Such progress and the fact transport for the Rio +20 Conference is running smoothly bode well for a peaceful and well-coordinated Rio 2016. Moreover the decision to give the master plan design contract to implement a 300-acre Olympic Park to the city´s southwest in the burgeoning Barra da Tijuca area to an English company, AECOM, and plans to revamp the more derelict parts of the harbour side means that Rio itself looks perfectly capable of being a great Olympics Games host.
Also there´s no denying that Rio lives up to the hype of being one of the planet’s most impressive cities: it’s where the jungle meets the sea, the lush, green vegetation of Tijuca National Park melting into Ipanema and Copacabana’s intense blue waves, where warm, white sand welcomes bodies of all shapes, sizes and colours, and where the iconic Christ statue towers, non-judgementally, above rich and poor alike who live incongruously but amicably side by side; concrete shack upon concrete shack piled up the hillsides enjoying the same stunning views as the sprawling mansions surrounding them.
But whilst all signs point to the city of Rio being ready for 2016, what about Brazil´s athletes? Brazil and football are synonymous: with 5 World Cup trophies Brazil is the most famous and successful football team in the game´s history, but astonishingly it has never won an Olympic Gold Medal in football.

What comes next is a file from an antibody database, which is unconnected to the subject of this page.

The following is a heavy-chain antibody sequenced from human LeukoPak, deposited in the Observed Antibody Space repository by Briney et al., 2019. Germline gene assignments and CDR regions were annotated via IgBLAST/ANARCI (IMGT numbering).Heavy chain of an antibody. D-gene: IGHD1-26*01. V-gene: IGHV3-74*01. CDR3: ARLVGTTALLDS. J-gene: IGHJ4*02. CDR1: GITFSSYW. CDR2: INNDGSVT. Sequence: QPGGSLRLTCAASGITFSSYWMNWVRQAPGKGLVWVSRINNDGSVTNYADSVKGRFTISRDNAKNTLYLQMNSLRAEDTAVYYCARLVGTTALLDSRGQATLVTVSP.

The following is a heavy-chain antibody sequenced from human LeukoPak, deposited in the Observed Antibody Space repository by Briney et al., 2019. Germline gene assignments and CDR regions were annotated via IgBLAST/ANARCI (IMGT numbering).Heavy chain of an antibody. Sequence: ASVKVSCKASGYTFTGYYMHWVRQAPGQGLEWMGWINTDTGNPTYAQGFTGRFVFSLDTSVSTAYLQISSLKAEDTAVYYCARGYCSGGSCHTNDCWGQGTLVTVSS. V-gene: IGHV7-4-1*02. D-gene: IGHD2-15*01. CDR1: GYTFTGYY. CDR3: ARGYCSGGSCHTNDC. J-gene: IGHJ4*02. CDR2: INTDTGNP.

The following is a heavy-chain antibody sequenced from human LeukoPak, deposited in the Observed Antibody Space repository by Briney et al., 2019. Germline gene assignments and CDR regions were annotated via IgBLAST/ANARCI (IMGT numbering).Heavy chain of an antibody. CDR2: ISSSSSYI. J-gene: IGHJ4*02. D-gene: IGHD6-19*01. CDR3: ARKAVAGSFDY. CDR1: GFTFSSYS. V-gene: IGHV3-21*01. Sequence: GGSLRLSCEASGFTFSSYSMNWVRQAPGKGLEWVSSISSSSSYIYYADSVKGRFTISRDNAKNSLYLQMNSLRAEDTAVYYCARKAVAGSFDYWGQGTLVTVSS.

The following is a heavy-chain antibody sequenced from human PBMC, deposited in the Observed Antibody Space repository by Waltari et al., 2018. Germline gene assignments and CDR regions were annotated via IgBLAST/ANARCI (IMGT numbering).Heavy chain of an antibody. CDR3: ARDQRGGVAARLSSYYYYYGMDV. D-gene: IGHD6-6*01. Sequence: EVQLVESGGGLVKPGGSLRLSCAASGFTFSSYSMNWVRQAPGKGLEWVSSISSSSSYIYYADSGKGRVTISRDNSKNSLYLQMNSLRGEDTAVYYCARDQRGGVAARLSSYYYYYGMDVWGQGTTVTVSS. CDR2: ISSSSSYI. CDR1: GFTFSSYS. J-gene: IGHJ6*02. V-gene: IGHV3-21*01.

Having participated in 37 Olympic Games Brazil is ranked 38th in the world with a medal tally of 91, including a disappointing bronze medal in men´s football at the 2008 Beijing Olympics. So as the 5th largest country in the world, known as a sporting nation with an active, outdoor lifestyle, Brazil´s medal cabinet is surprisingly empty.
In an interview with the founders of LiveWright, a company set up by young entrepreneurs to "help and support sports' entities professionalize themselves", it was made clear that winning more medals is not the number 1 priority. The important thing is: "to create structural and perennial changes in sports. It's not the question of doing something for 2016 and winning medals. It's okay if we don't get all the medals, as long as sports become more professionalized, that we enact structural change. We also want to create models for sports; we have a few right now, but we think we can have many".